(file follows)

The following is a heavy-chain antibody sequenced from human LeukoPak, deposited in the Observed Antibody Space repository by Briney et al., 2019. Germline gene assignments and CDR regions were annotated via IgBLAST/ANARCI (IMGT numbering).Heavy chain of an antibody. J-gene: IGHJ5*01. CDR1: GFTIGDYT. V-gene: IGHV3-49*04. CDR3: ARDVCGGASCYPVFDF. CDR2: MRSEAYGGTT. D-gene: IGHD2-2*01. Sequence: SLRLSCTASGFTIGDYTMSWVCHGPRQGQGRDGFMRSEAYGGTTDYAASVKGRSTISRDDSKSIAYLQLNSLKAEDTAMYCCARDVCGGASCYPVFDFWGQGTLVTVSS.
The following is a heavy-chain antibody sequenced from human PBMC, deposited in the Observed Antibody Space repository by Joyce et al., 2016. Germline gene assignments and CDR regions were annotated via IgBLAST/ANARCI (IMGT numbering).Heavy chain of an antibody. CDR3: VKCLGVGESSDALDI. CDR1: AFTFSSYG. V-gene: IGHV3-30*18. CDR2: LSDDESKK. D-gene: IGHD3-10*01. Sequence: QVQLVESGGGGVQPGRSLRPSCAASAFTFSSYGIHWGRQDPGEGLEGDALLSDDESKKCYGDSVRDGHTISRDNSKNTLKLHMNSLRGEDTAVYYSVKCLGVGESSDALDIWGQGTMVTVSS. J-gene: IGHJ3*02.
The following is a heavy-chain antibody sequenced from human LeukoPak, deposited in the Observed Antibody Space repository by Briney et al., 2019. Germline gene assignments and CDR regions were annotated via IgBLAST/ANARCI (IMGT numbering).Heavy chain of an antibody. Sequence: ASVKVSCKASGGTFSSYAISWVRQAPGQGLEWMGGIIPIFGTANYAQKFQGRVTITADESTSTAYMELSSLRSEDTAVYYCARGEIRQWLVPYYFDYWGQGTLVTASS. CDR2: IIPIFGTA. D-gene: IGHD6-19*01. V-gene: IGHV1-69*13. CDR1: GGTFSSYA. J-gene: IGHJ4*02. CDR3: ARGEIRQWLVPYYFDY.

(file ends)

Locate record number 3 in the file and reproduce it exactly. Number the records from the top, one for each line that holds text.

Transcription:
The following is a heavy-chain antibody sequenced from human LeukoPak, deposited in the Observed Antibody Space repository by Briney et al., 2019. Germline gene assignments and CDR regions were annotated via IgBLAST/ANARCI (IMGT numbering).Heavy chain of an antibody. Sequence: ASVKVSCKASGGTFSSYAISWVRQAPGQGLEWMGGIIPIFGTANYAQKFQGRVTITADESTSTAYMELSSLRSEDTAVYYCARGEIRQWLVPYYFDYWGQGTLVTASS. CDR2: IIPIFGTA. D-gene: IGHD6-19*01. V-gene: IGHV1-69*13. CDR1: GGTFSSYA. J-gene: IGHJ4*02. CDR3: ARGEIRQWLVPYYFDY.